# Thread: triangles and rates of change (and some other stuff)

1. ## triangles and rates of change (and some other stuff)

1)A street light is at the top of a 16 ft tall pole. A woman 6 ft tall walks away from the pole with a speed of 4 ft/sec along a straight path. How fast is the tip of her shadow moving along the ground when she is 30 ft from the base of the pole?

Okay, so here's what I did

dx/dt=5 x=30

y=16

s/6=(s+x)/16

16s=6s+6s

s=(3/5)x thus (3/5)=ds/dt

That's what my teacher told me to do, but I have no idea why I did that and I STILL don't know how to get the answers. I understand that I probably have to make a smaller triangle where the y is 6 ft, but I just don't know where to go from there.

2)Linear approximation

Use linear approximation, i.e. the tangent line, to approximate as follows: cubed root 63.6
The equation of the tangent line to at f(x) x=64 can be written in the form y=
I don't even understand what the equation is, but shouldn't the answer be close to 4?

I'll probably have some more questions as I work through this homework, but I really think that I'll start to understand it if someone helps me with these few problems. Thanks guys!

2. Originally Posted by nobodygirl
1)A street light is at the top of a 16 ft tall pole. A woman 6 ft tall walks away from the pole with a speed of 4 ft/sec along a straight path. How fast is the tip of her shadow moving along the ground when she is 30 ft from the base of the pole?

Okay, so here's what I did

dx/dt=5 x=30

y=16

s/6=(s+x)/16

16s=6s+6s

s=(3/5)x thus (3/5)=ds/dt

That's what my teacher told me to do, but I have no idea why I did that and I STILL don't know how to get the answers. I understand that I probably have to make a smaller triangle where the y is 6 ft, but I just don't know where to go from there.
See the diagram below, ALWAYS DRAW A DIAGRAM WHEN DOING A RELATED RATES PROBLEM.

you were right about forming a smaller triangle within the larger one with a height of 6 ft. where do you go from there? well, you use the concept of similar triangles. remember similar triangles are triangles whose sides are propotional, so the ration of any two sides of one triangle is equal to the ratio of the corresponding sides of a triangle similar to it.

so the height of the big triangle is the 16ft pole with the light on top of it. the 6 ft line x meters away from the pole is the woman (she's on the Atkin's diet which is why she's so thin).

Obviously, we will use similar triangles here.

Now 16/(x + y) = 6/y ……the ratio of height/base of the large triangle = ratio of height/base of small triangle
=> 16y = 6x + 6y
=> 10y = 6x …………….now differentiate implicitly
=> 10 dy/dt = 6 dx/dt = 6(4) = 24
=> dy/dt = 24/10 = 2.4 ft/sec

But the rate at which the tip of her shadow is moving away from the pole is equal to the rate at which she is moving plus the rate at which her shadow is extending in front of her. So then,

ds/dt = dx/dt + dy/dt = 4 + 2.4 = 6.4 ft/sec

so this is a slightly different way from how your professor did the problem, well not really, it is essentially the same, except he solved for y where i just left 10y.

i'm kind of in a rush now, i'll do the second problem later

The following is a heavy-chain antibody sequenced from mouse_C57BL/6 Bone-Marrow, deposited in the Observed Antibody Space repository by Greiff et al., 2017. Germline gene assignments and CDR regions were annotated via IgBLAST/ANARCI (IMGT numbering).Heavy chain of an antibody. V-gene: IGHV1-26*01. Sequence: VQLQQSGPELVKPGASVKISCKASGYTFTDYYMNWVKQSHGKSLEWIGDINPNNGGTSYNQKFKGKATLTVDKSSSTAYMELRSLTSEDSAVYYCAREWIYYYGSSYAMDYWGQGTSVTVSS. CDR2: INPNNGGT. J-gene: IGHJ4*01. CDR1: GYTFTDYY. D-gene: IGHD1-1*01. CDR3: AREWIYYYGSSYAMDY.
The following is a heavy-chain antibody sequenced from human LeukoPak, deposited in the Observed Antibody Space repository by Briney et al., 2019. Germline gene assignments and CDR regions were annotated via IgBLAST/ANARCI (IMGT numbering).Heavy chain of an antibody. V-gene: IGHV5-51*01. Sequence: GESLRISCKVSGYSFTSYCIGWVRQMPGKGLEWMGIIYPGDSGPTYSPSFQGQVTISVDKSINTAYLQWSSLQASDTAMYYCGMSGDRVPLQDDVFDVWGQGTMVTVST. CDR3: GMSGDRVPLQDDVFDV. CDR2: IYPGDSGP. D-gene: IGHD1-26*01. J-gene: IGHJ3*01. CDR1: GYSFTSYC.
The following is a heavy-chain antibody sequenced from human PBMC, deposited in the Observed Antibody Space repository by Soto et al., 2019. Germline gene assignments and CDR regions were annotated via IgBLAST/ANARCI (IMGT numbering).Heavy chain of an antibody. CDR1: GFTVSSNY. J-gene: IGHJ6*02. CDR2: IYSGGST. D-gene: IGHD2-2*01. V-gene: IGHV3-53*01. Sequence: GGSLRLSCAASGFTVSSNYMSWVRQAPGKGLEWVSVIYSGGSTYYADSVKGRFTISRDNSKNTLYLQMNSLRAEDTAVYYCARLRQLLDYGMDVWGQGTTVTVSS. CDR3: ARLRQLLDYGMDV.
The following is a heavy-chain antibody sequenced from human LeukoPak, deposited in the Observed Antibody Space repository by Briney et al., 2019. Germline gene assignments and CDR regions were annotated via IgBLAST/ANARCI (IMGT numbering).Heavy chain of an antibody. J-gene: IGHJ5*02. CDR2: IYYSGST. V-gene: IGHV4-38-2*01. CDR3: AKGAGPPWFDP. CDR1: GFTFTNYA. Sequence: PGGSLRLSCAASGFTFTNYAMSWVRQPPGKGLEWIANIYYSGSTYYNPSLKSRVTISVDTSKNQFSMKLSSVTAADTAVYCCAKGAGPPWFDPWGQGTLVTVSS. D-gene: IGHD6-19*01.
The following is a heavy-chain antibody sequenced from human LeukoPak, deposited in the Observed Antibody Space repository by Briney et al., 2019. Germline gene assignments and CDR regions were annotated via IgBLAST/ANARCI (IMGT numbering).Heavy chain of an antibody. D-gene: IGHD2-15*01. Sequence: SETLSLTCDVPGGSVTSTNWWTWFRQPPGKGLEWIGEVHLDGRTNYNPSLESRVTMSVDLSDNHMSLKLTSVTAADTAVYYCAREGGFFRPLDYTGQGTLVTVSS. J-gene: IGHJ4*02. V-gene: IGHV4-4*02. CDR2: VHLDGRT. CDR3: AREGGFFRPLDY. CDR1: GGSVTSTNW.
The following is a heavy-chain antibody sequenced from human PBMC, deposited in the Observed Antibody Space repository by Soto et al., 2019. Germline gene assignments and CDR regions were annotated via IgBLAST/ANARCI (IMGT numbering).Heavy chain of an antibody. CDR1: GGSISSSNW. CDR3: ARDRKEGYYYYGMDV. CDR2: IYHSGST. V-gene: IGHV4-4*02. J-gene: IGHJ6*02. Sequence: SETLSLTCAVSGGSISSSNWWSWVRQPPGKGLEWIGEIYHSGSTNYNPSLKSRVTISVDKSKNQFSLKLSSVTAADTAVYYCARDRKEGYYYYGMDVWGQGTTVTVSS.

3. Originally Posted by nobodygirl

2)Linear approximation

Use linear approximation, i.e. the tangent line, to approximate as follows: cubed root 63.6
The equation of the tangent line to at f(x) x=64 can be written in the form y=
I don't even understand what the equation is, but shouldn't the answer be close to 4?
Ok, so linear approximation is not that hard, all you have to do is memorize one formula. the formula is:

f(x) ~= f(a) + f ' (a)(x - a)

x is the value that you want to find f(x) for but obviously can't, while a is a value close to x that you do know the value of f(a) for and you will use to approximate f(x). let's see how it works.

you want to find (63.6)^(1/3), (this is the same as the cube root of 63.6, i just wrote it in terms of powers). so we don't know what (63.6)^(1/3) is, however, 64 is very close to 63.6 and we do know what (64)^(1/3) is, that's just 4. so we want x = 63.6 and a = 64, now let's do the problem.

Consider the function f(x) = x^(1/3), we want to approximate f(63.6), that is, (63.6)^(1/3).

now f ' (x) = (1/3)x^(-2/3)

choose x = 63.6 and a = 64

=> f(a) = 64^(1/3) = 4
=> f ' (a) = (1/3)64^(-2/3) = (1/3)(1/64^(2/3)) = (1/3)(1/16) = 1/48
=> (x - a) = 63.6 - 64 = -0.4

so using f(x)~= f(a) + f '(a)(x - a), we have

(63.6)^(1/3) = f(63.6) ~= f(64) + f ' (64)(63.6 - 64) = 4 - (1/48)(4) = 47/12 = 3.9167

the actual value is 3.991649245, pretty darn close if you ask me

4. Originally Posted by Jhevon
...

so using f(x)~= f(a) + f '(a)(x - a), we have

(63.6)^(1/3) = f(63.6) ~= f(64) + f ' (64)(63.6 - 64) = 4 - (1/48)(4) = 47/12 = 3.9167

the actual value is 3.991649245, pretty darn close if you ask me
Hello, Jhevon,

I don't want to pick at you but you have made a small but nevertheless effective mistake:

(63.6)^(1/3) = f(63.6) ~= f(64) + f ' (64)(63.6 - 64) = 4 - (1/48)(0.4) = 479/120 = 3.99167

And now your last remark makes more sense

EB

5. Originally Posted by earboth
Hello, Jhevon,

I don't want to pick at you but you have made a small but nevertheless effective mistake:

(63.6)^(1/3) = f(63.6) ~= f(64) + f ' (64)(63.6 - 64) = 4 - (1/48)(0.4) = 479/120 = 3.99167

And now your last remark makes more sense

EB